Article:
And then that giant bird took off. She leapt from her perch, and spread those mighty wings, and flapped once, twice, aaaaand three times got her to the other side of the enclosure. Three flaps and that was the complete extent of her ability to fly – this birds of prey that were she free would soar in lazy sweeping circles hundreds of feet above the canyons.
And my heart broke for her, and then more tears came, and that was the end of my zoo patronage right then and there.
So I know, you may be getting ready to tell me that there are some zoos out there that are good. It was, in fact, the San Diego Wild Animal Park, in partnership with the LA Zoo, that facilitated the program to bring the condors back from the brink of extinction.
And I concede, that it’s possible there are animal parks out there doing good work. Sure. But then I have to ask, what’s really the point of breeding condors just to spend their lives in tiny cages? Cages which deprive them of their basic rights to act on their natural instincts and urges (such as soaring, and hunting)? That day at the zoo I also came across a big beautiful lion trapped in a small cement box. I saw a crocodile floating in a pool not much bigger than my bathtub. I saw instance after instance of animals looking sad, wilted, clipped, or crazed. And wouldn’t you be, too?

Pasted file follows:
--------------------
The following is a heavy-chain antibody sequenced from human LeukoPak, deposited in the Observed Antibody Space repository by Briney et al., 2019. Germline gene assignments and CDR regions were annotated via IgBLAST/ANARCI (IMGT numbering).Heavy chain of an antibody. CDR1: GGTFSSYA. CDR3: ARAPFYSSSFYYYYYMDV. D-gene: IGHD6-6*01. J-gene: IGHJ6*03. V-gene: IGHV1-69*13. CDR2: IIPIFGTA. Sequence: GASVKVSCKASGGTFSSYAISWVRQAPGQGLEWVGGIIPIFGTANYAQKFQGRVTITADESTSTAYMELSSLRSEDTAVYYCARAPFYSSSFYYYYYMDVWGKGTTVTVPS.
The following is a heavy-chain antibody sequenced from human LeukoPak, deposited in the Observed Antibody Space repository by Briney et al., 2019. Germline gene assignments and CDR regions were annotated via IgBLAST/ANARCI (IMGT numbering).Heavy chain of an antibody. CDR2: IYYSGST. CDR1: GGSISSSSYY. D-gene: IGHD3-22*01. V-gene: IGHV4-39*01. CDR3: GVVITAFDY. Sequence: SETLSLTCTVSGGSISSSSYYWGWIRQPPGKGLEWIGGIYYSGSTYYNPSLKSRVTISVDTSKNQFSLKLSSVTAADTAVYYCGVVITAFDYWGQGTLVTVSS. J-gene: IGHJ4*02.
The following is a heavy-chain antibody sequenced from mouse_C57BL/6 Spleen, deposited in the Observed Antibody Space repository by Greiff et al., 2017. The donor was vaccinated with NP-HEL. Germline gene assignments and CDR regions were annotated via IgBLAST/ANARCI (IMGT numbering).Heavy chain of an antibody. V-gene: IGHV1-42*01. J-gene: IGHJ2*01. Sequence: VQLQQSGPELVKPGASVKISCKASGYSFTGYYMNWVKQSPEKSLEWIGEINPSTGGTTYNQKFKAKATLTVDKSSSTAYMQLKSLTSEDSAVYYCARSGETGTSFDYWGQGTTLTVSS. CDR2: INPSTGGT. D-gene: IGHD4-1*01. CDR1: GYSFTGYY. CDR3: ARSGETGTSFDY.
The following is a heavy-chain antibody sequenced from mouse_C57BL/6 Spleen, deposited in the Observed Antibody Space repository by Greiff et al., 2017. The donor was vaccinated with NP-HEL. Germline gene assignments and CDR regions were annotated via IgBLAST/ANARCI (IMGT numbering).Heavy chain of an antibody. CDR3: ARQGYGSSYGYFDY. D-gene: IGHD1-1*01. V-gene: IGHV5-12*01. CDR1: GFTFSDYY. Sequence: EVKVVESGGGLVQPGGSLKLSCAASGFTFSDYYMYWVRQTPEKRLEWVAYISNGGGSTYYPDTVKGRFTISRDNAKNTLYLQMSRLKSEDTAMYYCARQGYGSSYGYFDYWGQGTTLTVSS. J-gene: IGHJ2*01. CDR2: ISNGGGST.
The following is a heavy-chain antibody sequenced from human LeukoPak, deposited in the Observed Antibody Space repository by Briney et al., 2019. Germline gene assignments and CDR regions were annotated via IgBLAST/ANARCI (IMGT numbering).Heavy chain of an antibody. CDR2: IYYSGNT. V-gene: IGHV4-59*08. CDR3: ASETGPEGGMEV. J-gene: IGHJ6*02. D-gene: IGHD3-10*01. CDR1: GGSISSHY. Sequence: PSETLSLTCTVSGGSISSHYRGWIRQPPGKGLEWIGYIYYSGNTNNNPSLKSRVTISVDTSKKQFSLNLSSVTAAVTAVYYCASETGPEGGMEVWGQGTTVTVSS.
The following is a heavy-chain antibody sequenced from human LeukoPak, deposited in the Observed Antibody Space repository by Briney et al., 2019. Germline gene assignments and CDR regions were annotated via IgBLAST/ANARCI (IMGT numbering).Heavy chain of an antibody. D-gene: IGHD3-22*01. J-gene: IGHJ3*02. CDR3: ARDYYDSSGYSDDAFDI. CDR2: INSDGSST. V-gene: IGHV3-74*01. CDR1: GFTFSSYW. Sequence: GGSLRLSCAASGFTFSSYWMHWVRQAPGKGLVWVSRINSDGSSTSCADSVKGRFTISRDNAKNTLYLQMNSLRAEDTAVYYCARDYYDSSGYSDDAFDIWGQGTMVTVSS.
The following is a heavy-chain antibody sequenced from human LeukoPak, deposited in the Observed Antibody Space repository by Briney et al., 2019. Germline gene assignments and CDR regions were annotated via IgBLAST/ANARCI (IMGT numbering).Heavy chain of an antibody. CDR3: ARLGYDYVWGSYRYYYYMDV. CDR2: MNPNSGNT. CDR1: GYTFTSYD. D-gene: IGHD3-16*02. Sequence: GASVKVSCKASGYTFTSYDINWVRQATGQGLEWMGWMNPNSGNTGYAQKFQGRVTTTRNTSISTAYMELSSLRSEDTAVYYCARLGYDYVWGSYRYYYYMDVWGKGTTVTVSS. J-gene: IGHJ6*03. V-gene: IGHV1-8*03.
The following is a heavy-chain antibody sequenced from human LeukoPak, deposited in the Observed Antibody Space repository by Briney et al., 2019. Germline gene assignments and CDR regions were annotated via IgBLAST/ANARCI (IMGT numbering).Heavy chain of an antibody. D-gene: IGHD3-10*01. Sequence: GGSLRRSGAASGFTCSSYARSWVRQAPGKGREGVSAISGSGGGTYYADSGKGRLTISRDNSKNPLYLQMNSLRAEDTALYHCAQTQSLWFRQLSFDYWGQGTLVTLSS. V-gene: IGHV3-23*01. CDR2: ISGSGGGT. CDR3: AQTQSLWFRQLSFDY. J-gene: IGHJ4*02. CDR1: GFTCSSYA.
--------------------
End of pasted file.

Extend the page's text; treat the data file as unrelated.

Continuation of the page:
So no, no zoos for us anymore. That became clear. But luckily, there are alternatives!
A Natural History Museum is just exactly what it sounds like – a museum which focuses on the natural world. This includes zoology, botany, paleontology, ecology, and much more. There are generally no living animals on display at Natural History Museums. Instead they use replicas, models, and taxidermied specimens.
Yes, it’s taxidermy. And I can see how this would bother some vegans on a purely visceral level. However, it helps me to remember that Natural History Museums – at least the one here in Santa Barbara – do NOT actively kill animals for use in their displays.